ATLANTA – September is National Fruits and Veggies – More Matters Month – and the Georgia Department of Community Health (DCH), is stressing the importance of Georgians incorporating fruits and vegetables into their daily diet.
“Most fruits and vegetables are naturally low in calories and provide essential nutrients and dietary fiber,” said Dr. Kimberly Redding, Director of DCH’s Health Promotion and Disease Prevention Programs. “It is recommended most people consume the minimum of two servings of fruit and three servings of vegetables per day.”
According to the Centers for Disease Control and Prevention’s (CDC) 2009 “State Indicator Report on Fruits and Vegetable,” only 14 percent of adults in the United States consume the national objective of two servings of fruit and three servings of vegetables daily. Georgia falls slightly below the national average with 13.3 percent of adults and 7.9 percent of adolescents meeting the national objective for fruit and vegetable consumption. The following are benefits of adding more fruits and veggies to your diet: Reduce your risk of chronic disease – as part of a healthy diet, fruits and veggies have the potential to reduce risk of diabetes, some cancers and possibly cardiovascular disease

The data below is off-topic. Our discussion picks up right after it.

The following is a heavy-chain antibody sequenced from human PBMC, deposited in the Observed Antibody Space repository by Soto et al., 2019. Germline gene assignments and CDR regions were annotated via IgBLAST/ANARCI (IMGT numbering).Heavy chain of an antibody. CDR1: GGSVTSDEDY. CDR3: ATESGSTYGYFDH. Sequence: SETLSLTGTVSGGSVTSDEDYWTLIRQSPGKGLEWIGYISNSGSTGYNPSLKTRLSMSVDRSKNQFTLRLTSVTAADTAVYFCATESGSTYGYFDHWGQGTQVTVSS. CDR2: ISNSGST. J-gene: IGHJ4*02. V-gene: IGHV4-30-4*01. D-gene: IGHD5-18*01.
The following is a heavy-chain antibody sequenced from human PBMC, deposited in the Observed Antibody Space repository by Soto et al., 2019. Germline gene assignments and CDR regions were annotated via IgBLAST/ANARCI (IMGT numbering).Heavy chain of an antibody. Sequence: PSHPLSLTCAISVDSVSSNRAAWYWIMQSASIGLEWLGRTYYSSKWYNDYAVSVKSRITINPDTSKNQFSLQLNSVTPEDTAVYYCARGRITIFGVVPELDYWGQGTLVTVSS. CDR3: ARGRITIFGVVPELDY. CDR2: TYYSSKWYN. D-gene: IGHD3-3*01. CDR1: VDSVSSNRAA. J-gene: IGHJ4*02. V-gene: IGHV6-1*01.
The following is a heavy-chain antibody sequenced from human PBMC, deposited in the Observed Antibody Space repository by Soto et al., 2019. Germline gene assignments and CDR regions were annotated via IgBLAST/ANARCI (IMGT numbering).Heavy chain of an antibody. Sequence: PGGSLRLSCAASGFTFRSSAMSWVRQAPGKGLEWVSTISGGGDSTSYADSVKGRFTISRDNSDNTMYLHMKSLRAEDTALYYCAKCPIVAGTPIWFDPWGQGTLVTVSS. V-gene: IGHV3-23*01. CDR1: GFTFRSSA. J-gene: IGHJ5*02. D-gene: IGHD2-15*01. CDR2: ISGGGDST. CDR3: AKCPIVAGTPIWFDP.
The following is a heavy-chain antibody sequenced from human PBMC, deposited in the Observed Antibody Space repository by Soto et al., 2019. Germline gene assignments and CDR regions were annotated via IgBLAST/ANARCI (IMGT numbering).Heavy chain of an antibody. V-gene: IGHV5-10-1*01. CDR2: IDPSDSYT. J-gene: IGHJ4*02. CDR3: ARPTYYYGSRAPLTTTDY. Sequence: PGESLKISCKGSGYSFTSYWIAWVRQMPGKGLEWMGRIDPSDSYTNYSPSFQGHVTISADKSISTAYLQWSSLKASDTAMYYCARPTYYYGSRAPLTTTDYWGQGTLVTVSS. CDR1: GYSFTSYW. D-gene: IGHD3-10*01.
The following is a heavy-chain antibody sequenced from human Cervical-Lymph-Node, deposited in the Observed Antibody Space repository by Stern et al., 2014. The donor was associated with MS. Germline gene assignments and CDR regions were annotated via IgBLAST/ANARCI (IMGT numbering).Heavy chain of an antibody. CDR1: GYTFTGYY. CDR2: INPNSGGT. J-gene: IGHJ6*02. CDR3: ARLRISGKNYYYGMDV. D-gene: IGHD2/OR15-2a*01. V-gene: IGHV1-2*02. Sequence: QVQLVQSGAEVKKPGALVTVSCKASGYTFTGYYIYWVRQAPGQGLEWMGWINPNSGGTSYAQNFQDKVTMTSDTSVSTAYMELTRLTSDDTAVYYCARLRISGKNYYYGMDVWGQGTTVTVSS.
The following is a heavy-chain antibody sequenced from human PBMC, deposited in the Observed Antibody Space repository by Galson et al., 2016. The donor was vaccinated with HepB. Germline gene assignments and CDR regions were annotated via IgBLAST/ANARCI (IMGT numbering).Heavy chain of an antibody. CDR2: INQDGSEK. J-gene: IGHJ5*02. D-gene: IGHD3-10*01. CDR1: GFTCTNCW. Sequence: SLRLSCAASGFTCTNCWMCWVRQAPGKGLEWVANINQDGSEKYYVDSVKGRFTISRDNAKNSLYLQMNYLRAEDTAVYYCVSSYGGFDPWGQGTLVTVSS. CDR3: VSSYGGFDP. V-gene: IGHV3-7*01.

All forms matter – you have the choice of canned, fresh, frozen, 100 percent juice or even dried
It’s super convenient – many fruits and veggies need little to no preparation to be enjoyed. Just grab and go!
They are easy to enjoy – many fruits and veggies can be purchased already cut up, either fresh or frozen, saving you more time to enjoy them
Help manage your weight – most fruits and veggies are low in calories plus they provide essential nutrients and fiber